News for Friday April 17th, 2020
Compiled by Dave Graichen
The state’s virus death toll increases by 53 yesterday, bringing the total to 1,156. Total cases of the virus increased by 581 to a total of 22,532. The only good news, hospitalizations decreased by 29.
Governor Edwards announced yesterday who will serve on his Resilient Louisiana Commission. Edwards says this panel will make recommendations on how the state can grow its economy again. The governor is looking at loosening some of the rules of his stay at home order and this panel will receive input from business leaders on how best to do that. The Commission Co-Chairs are Lt. Governor Billy Nungesser, Economic Development Secretary Don Pierson, and healthcare executive Terrie Sterling.
An elderly member of Life Tabernacle Church has died of COVID-19 and Pastor Tony Spell is disputing the coroner’s findings saying the man died of other medical conditions. And one of Spell’s attorneys, Jeff Wittenbrink of Baton Rouge, is currently hospitalized with the coronavirus after reportedly attending two events at the church earlier this month. Spell continues to hold large services.
The Paycheck Protection Program which provides loans to small businesses to keep their workers employed has run out of money. Congressman Steve Scalise of Metairie says the President is asking Congress to appropriate 251-billion dollars so the program can process loan applications again.
LSU Health Shreveport is bringing testing online that will allow them to check people’s blood for antibodies that may indicate they are immune to coronavirus. But Immunology Professor Matthew Woolard says it’s not just enough to know if you have anti-coronavirus antibodies, we need to know how effective they are, and how many are needed to be effective. If a person is found to have effective antibodies they could return to a normal life without fear of getting themselves or others sick. Woolard says their work will also be to document over time the rate at which a person loses antibodies by retesting a person’s blood every so often.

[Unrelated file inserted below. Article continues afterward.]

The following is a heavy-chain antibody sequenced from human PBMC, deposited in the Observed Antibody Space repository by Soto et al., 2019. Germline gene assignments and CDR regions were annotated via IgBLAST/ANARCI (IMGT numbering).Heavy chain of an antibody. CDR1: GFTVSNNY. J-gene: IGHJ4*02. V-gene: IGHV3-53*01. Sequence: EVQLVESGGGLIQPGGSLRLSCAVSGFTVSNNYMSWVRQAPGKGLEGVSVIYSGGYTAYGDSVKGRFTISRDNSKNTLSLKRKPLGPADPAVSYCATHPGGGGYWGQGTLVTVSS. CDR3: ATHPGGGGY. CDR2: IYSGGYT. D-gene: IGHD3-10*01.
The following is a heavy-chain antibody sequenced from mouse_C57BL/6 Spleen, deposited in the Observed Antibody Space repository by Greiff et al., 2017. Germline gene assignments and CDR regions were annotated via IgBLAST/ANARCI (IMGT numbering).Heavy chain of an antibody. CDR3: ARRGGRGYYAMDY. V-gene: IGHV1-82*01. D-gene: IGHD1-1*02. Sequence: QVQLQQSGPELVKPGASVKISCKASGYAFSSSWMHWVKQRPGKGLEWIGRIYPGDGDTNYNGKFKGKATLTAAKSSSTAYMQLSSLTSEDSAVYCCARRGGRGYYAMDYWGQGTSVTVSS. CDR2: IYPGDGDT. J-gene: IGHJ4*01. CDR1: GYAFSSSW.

Louisiana Insurance Commissioner Jim Donelon says 13 of the top 20 auto insurers doing business in Louisiana are providing premium reductions and rebates to policyholders since people are driving less. He says the rebate programs are resulting in 187-million dollars back into the hands of consumers.
Historically, school systems have had assessments to determine promotion for students. In the absence of those assessments this year, Assistant state superintendent Ken Bradford says the Department of Education is advising districts use other tools on the local level to make the determination as to a student’s advancement.
If a student is borderline on their ability to advance, Bradford says there needs to be a sit-down discussion between the parents, teachers, and counselors to hammer out how they can be caught up in time for next school year. Bradford says the districts can have the freedom to allow teachers to break away from the traditional time restrictions that are normally in place during a regular school year, allowing them to help students during the summer.
The cancellations of Jazz and Essence Fest will pummel New Orleans’ expected 2020 tourism revenue, with more festivals likely to announce similar decisions in the near future. CEO of New Orleans and Company, the city’s convention and visitor’s bureau, Mark Romig says the loss of those iconic events is a blow, but they’ll be back.
475,000 visitors attended Jazz Fest last year for an estimated 400 million dollar total economic impact.
Baton Rouge Representative Ted James has mostly recovered from COVID-19 but says his recovery was grueling and the disease should not be taken lightly. The 37-year-old Democrat says he became symptomatic March 22nd when he woke up in a pool of sweat, and a week later he was suffering in a hospital with pneumonia. James says his history of asthma and sinus issues may have contributed to his severe case despite his young age and good health.